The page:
Far-right turn: On Geert Wilders’ win in the Netherlands

The rising tide of ethno-nationalist politics in Europe is worrying

The victory of Geert Wilders, a far-right, anti-Islam populist, in the parliamentary elections has put the Netherlands, long seen as one of the most socially liberal countries in Europe, at a crossroads. According to the preliminary results, Mr. Wilders’s Party for Freedom (PVV) has emerged as the single largest party with 37 seats in the 150-member lower house. The Labour-Green coalition won 25 seats, while the incumbent People’s Party for Freedom and Democracy (VVD) secured 24. While the PVV is far from the 76 seats needed for a majority, its formidable performance (it won three more seats than what the VVD won in the last elections) puts Mr. Wilders in a position to start coalition talks and on a potential path towards becoming the country’s first far-right Prime Minister. Over the years, Mr. Wilders has built an image of himself as one of the most radical far-right populists in Europe. He has called for “de-Islamising” the Netherlands, shutting down mosques, banning the Koran, and closing the borders to migrants from Muslim-majority countries. He made the influx of migrants a strong political issue during the campaign, which appears to have helped him deal the greatest blow to the political establishment.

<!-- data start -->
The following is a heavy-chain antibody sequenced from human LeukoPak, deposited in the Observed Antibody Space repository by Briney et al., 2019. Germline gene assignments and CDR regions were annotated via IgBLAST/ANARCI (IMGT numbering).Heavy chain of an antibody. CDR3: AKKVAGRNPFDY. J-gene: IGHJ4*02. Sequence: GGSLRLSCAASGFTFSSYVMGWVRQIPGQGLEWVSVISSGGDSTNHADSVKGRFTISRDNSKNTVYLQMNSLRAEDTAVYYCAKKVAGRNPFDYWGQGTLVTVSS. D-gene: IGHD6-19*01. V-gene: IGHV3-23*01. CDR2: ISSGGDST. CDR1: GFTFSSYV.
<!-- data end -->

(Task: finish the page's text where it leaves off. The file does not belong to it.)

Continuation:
The PVV’s victory is neither surprising nor isolated. Mr. Wilders, a member of the House of Representative since 1998, split from the conservative VVD in 2004 to form the PVV. Since then, he has been pushing his brand of populism in Dutch politics. In the past, the VVD, led by outgoing Prime Minister Mark Rutte, avoided tying up with the PVV because of the latter’s controversial views. But by grabbing the highest number of seats in the House, the PVV has now placed itself at the centre of Dutch politics. It is not certain whether Mr. Wilders will be able to put together a governing coalition. But even if he is kept out of power, the leader of the largest party in Parliament cannot be ignored. His rise is in line with the rise of far-right parties and populists across Europe. In France, Marine Le Pen finished a close second in the 2022 presidential elections. In Italy, a party with neo-fascist origins is in power. In Germany, the AfD, which has neo-Nazi roots, is the second most popular party. This should be a wake-up call for the establishment parties in the West. The far-right is using the immigration and the cost-of-living crises to mobilise the public under its exclusive, ethno-nationalist brand of politics, while the political centre is struggling to hold. Establishment parties should have a clear economic agenda and political vision to arrest the rising tide of far-right politics, which echoes Europe’s dangerous and not-so-distant past.